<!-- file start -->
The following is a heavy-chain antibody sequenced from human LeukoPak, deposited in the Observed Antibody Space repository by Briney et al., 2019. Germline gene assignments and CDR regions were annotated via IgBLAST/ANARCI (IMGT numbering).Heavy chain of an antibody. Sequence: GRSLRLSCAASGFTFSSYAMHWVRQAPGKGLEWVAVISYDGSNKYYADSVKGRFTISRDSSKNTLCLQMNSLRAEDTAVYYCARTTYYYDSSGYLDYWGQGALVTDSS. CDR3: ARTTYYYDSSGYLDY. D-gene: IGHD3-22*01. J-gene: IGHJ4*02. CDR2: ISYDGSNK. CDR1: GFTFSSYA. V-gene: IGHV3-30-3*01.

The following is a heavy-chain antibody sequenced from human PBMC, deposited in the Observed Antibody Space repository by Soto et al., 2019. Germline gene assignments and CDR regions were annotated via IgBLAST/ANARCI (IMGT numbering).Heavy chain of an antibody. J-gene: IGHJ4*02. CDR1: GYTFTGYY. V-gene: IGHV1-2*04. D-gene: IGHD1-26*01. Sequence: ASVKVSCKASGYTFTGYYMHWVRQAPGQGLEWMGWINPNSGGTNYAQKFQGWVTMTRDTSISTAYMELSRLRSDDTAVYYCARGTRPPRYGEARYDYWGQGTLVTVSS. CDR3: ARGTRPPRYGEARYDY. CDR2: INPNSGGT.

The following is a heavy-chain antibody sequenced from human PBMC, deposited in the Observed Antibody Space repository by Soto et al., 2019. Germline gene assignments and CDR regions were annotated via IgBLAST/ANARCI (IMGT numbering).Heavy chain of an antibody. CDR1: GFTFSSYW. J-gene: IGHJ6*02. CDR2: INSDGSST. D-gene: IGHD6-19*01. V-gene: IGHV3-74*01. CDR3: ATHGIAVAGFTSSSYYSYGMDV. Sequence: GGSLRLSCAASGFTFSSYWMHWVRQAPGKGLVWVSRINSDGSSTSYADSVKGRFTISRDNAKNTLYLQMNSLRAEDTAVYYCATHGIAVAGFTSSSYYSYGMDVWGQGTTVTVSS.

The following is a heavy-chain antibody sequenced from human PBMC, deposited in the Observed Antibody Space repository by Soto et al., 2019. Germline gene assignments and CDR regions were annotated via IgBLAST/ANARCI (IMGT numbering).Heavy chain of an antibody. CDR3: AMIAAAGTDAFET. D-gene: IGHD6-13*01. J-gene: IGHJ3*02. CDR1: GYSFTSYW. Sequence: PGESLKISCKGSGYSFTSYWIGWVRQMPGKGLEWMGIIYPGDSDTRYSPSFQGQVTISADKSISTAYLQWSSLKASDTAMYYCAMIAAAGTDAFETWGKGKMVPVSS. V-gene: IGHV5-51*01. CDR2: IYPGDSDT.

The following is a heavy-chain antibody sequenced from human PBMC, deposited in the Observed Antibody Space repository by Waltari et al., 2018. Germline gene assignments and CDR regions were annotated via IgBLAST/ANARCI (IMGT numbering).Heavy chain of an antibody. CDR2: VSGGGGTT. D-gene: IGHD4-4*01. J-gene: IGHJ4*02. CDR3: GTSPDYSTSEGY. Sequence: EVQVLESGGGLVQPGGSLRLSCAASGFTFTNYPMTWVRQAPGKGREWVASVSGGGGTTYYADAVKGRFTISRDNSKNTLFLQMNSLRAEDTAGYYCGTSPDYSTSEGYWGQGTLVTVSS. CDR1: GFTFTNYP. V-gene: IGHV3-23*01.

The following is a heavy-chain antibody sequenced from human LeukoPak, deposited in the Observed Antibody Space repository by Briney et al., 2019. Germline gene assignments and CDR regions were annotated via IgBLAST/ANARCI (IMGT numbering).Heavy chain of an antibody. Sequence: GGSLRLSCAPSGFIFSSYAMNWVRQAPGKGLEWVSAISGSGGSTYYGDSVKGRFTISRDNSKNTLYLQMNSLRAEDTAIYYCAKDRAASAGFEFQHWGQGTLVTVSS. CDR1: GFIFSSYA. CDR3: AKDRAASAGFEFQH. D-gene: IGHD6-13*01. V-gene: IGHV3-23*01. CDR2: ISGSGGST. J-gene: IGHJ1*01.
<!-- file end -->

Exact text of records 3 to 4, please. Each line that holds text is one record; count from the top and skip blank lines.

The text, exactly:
The following is a heavy-chain antibody sequenced from human PBMC, deposited in the Observed Antibody Space repository by Soto et al., 2019. Germline gene assignments and CDR regions were annotated via IgBLAST/ANARCI (IMGT numbering).Heavy chain of an antibody. CDR1: GFTFSSYW. J-gene: IGHJ6*02. CDR2: INSDGSST. D-gene: IGHD6-19*01. V-gene: IGHV3-74*01. CDR3: ATHGIAVAGFTSSSYYSYGMDV. Sequence: GGSLRLSCAASGFTFSSYWMHWVRQAPGKGLVWVSRINSDGSSTSYADSVKGRFTISRDNAKNTLYLQMNSLRAEDTAVYYCATHGIAVAGFTSSSYYSYGMDVWGQGTTVTVSS.

The following is a heavy-chain antibody sequenced from human PBMC, deposited in the Observed Antibody Space repository by Soto et al., 2019. Germline gene assignments and CDR regions were annotated via IgBLAST/ANARCI (IMGT numbering).Heavy chain of an antibody. CDR3: AMIAAAGTDAFET. D-gene: IGHD6-13*01. J-gene: IGHJ3*02. CDR1: GYSFTSYW. Sequence: PGESLKISCKGSGYSFTSYWIGWVRQMPGKGLEWMGIIYPGDSDTRYSPSFQGQVTISADKSISTAYLQWSSLKASDTAMYYCAMIAAAGTDAFETWGKGKMVPVSS. V-gene: IGHV5-51*01. CDR2: IYPGDSDT.